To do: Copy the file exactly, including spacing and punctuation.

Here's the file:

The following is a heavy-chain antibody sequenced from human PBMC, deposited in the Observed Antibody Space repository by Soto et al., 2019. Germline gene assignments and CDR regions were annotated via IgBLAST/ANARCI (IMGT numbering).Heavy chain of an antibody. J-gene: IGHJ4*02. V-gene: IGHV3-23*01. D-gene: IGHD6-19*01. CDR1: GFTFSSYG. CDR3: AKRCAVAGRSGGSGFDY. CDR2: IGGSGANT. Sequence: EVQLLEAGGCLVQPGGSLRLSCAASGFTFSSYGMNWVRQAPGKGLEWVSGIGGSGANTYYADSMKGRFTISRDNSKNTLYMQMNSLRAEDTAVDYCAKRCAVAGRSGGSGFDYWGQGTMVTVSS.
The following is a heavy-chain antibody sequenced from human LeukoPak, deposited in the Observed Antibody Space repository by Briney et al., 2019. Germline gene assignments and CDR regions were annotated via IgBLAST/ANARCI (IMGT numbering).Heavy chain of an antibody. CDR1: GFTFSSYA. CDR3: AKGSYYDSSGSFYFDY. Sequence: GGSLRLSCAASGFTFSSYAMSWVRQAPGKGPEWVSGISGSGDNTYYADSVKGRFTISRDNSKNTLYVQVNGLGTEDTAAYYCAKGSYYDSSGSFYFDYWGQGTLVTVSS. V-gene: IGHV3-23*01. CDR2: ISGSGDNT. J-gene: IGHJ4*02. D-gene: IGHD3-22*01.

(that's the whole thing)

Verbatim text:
The following is a heavy-chain antibody sequenced from human PBMC, deposited in the Observed Antibody Space repository by Soto et al., 2019. Germline gene assignments and CDR regions were annotated via IgBLAST/ANARCI (IMGT numbering).Heavy chain of an antibody. J-gene: IGHJ4*02. V-gene: IGHV3-23*01. D-gene: IGHD6-19*01. CDR1: GFTFSSYG. CDR3: AKRCAVAGRSGGSGFDY. CDR2: IGGSGANT. Sequence: EVQLLEAGGCLVQPGGSLRLSCAASGFTFSSYGMNWVRQAPGKGLEWVSGIGGSGANTYYADSMKGRFTISRDNSKNTLYMQMNSLRAEDTAVDYCAKRCAVAGRSGGSGFDYWGQGTMVTVSS.
The following is a heavy-chain antibody sequenced from human LeukoPak, deposited in the Observed Antibody Space repository by Briney et al., 2019. Germline gene assignments and CDR regions were annotated via IgBLAST/ANARCI (IMGT numbering).Heavy chain of an antibody. CDR1: GFTFSSYA. CDR3: AKGSYYDSSGSFYFDY. Sequence: GGSLRLSCAASGFTFSSYAMSWVRQAPGKGPEWVSGISGSGDNTYYADSVKGRFTISRDNSKNTLYVQVNGLGTEDTAAYYCAKGSYYDSSGSFYFDYWGQGTLVTVSS. V-gene: IGHV3-23*01. CDR2: ISGSGDNT. J-gene: IGHJ4*02. D-gene: IGHD3-22*01.